What had not been there until this year was Marco’s strategist: Bryan Herta, a 47-year-old former driver from Warren, Mich. Herta competed in the Indianapolis 500 five times, three for a team owned in part by Michael Andretti, and won four top-series open-wheel races before becoming a driving coach and team owner.
Herta was a co-owner of the car that Dan Wheldon drove to victory at Indianapolis in 2011, and the car that Alexander Rossi, then a 24-year-old rookie, won with at Indianapolis last year, benefiting from Herta’s call to avoid a pit stop by conserving fuel early.
“The main thing is that Bryan was a driver,” Rossi said this past week. “So as a team owner, he understands what a driver’s mental process is and what they have to go through. So when things were going in a downward spiral in the first third of the race, he was able to give me the information I needed.”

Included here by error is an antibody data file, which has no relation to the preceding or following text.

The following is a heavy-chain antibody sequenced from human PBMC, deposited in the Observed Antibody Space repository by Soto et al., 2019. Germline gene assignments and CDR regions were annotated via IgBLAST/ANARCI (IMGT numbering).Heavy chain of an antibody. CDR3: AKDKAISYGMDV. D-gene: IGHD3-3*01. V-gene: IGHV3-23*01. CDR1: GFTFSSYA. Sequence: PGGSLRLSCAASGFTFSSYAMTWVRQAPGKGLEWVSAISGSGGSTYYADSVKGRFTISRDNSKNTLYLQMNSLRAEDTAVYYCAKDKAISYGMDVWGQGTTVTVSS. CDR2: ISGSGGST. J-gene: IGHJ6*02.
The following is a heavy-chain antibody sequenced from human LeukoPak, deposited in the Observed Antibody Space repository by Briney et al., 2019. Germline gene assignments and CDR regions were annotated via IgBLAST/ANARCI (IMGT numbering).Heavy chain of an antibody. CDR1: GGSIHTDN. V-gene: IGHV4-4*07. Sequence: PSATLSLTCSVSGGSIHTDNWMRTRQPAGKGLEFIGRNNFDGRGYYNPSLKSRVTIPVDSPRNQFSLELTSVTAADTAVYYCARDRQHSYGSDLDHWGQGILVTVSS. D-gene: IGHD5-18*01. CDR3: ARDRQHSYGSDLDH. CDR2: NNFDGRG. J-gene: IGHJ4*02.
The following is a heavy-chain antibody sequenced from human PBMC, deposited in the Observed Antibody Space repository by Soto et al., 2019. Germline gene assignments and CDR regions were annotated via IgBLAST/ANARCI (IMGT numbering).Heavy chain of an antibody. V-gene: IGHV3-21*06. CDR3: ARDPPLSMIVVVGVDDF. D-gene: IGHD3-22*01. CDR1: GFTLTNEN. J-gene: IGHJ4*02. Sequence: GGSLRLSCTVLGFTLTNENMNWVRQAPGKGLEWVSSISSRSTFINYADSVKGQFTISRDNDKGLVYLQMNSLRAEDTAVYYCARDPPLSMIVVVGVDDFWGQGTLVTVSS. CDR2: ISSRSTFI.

Michael Andretti, 54, now stands at the helm of a racing empire that fields cars in competitions all over the world. He had also been Marco’s race strategist, making calls like a football coach over the radio with his son, but his other racing ventures left him low on time.
So late last season, Michael Andretti made a call: Herta would become Marco’s strategist. Marco Andretti, who finished second in his first Indianapolis 500, in 2006, but no higher than third three times since, will start eighth on Sunday in the 101st Indy 500.
“Bryan’s approach is great, always positive. He truly believes in Marco, and Marco believes in him,” Michael Andretti said. “He has a way about him to keep everyone focused.”